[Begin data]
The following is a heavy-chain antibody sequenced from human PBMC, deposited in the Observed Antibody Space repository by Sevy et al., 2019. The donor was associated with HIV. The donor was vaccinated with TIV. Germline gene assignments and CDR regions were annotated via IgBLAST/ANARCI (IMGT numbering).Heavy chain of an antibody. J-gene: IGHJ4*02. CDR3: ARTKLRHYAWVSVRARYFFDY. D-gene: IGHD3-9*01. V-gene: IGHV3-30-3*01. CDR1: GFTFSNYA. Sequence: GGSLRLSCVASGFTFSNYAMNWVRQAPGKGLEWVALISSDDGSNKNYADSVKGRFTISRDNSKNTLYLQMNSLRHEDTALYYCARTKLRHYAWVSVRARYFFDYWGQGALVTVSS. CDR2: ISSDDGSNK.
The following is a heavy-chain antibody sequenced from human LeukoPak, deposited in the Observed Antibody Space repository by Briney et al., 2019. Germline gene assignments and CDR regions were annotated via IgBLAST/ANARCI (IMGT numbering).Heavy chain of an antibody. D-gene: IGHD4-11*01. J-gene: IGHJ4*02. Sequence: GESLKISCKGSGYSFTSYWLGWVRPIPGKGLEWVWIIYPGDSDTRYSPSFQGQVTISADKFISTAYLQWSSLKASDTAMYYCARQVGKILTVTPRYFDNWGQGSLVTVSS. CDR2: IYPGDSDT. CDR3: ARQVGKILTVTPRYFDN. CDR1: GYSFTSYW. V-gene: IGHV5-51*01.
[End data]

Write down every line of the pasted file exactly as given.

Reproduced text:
The following is a heavy-chain antibody sequenced from human PBMC, deposited in the Observed Antibody Space repository by Sevy et al., 2019. The donor was associated with HIV. The donor was vaccinated with TIV. Germline gene assignments and CDR regions were annotated via IgBLAST/ANARCI (IMGT numbering).Heavy chain of an antibody. J-gene: IGHJ4*02. CDR3: ARTKLRHYAWVSVRARYFFDY. D-gene: IGHD3-9*01. V-gene: IGHV3-30-3*01. CDR1: GFTFSNYA. Sequence: GGSLRLSCVASGFTFSNYAMNWVRQAPGKGLEWVALISSDDGSNKNYADSVKGRFTISRDNSKNTLYLQMNSLRHEDTALYYCARTKLRHYAWVSVRARYFFDYWGQGALVTVSS. CDR2: ISSDDGSNK.
The following is a heavy-chain antibody sequenced from human LeukoPak, deposited in the Observed Antibody Space repository by Briney et al., 2019. Germline gene assignments and CDR regions were annotated via IgBLAST/ANARCI (IMGT numbering).Heavy chain of an antibody. D-gene: IGHD4-11*01. J-gene: IGHJ4*02. Sequence: GESLKISCKGSGYSFTSYWLGWVRPIPGKGLEWVWIIYPGDSDTRYSPSFQGQVTISADKFISTAYLQWSSLKASDTAMYYCARQVGKILTVTPRYFDNWGQGSLVTVSS. CDR2: IYPGDSDT. CDR3: ARQVGKILTVTPRYFDN. CDR1: GYSFTSYW. V-gene: IGHV5-51*01.